At SARA we provide trauma therapy for survivors of sexual abuse and assault. The therapeutic space is a collaborative one in which survivor and therapist work together to set goals to address the impacts of their trauma. As therapists, we use a variety of modalities to support survivors in this process. One such evidenced based modality is Eye Movement Desensitization Reprocessing Therapy or (EMDR).
EMDR is a psychotherapy that works with the brain and body’s natural design for healing. When we get an injury, our bodies automatically begin to work toward mending the wound. Debris left in the wound can inflict more pain and interrupt the healing process. Once the blockage is cleared the natural process of healing can resume.
Similarly, when we experience trauma, it can overwhelm our system. Memories, emotions, and body sensations can get frozen in process and stuck in trauma time. EMDR creates opportunity for information to be reprocessed. Dual attention is used in the form of tapping or eye movements to access the traumatic memory network while helping the survivor stay in the present. EMDR has a three-pronged protocol that includes the following: 1) traumatic events that have caused distress are processed, enhancing linkage to adaptive information 2) internal and external stressors/triggers are targeted and desensitized 3) future templates are incorporated, enhancing skill building to support adaptive functioning. Results of EMDR may include an increase to adaptive beliefs, new learning, and a reduction of both emotional and physiological distress.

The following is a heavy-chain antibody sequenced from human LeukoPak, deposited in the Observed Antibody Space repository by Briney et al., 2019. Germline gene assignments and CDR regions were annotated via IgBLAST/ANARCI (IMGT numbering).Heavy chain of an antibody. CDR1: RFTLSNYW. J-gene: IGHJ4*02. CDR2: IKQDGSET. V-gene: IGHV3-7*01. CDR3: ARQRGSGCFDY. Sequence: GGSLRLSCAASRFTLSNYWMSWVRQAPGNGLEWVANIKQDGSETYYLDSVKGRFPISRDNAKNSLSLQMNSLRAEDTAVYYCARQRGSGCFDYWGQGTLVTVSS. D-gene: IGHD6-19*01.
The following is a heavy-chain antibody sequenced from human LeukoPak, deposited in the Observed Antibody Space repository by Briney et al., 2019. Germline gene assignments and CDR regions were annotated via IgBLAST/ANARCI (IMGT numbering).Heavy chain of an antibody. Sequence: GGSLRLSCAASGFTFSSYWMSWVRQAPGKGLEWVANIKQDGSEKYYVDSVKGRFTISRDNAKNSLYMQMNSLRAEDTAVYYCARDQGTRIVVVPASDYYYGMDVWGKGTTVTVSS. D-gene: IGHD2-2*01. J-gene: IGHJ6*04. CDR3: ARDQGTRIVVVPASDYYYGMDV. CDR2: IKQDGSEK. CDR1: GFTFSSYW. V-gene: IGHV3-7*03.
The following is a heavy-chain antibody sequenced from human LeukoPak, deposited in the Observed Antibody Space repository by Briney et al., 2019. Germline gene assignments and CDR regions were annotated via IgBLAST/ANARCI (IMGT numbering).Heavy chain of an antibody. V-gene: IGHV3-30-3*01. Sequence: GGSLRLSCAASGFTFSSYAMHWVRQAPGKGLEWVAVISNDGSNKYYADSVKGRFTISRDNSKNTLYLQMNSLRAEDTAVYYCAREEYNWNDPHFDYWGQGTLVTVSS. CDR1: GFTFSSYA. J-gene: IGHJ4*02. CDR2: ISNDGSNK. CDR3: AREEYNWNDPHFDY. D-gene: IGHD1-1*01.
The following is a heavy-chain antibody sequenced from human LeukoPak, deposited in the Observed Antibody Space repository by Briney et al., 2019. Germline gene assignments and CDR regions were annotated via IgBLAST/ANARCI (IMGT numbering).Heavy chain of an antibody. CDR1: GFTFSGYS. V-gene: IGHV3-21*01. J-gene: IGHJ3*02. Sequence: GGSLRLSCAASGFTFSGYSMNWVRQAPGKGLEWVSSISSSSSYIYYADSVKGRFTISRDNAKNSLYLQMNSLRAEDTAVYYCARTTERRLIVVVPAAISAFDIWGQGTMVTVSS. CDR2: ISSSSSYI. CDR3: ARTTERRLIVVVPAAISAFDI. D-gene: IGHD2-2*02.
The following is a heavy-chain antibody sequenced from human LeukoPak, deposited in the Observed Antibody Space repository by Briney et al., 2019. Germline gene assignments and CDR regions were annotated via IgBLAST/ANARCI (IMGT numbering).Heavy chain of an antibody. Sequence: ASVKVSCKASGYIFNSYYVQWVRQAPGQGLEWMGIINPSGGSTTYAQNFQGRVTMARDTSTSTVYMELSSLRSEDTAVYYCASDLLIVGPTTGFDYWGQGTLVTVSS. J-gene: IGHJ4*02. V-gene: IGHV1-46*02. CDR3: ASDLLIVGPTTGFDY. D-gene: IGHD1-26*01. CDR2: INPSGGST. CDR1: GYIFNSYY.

The enclosed video shows more of the phases of EMDR. However, please note that each individuals process is different. With complex trauma the phases may be slowed down and less linear.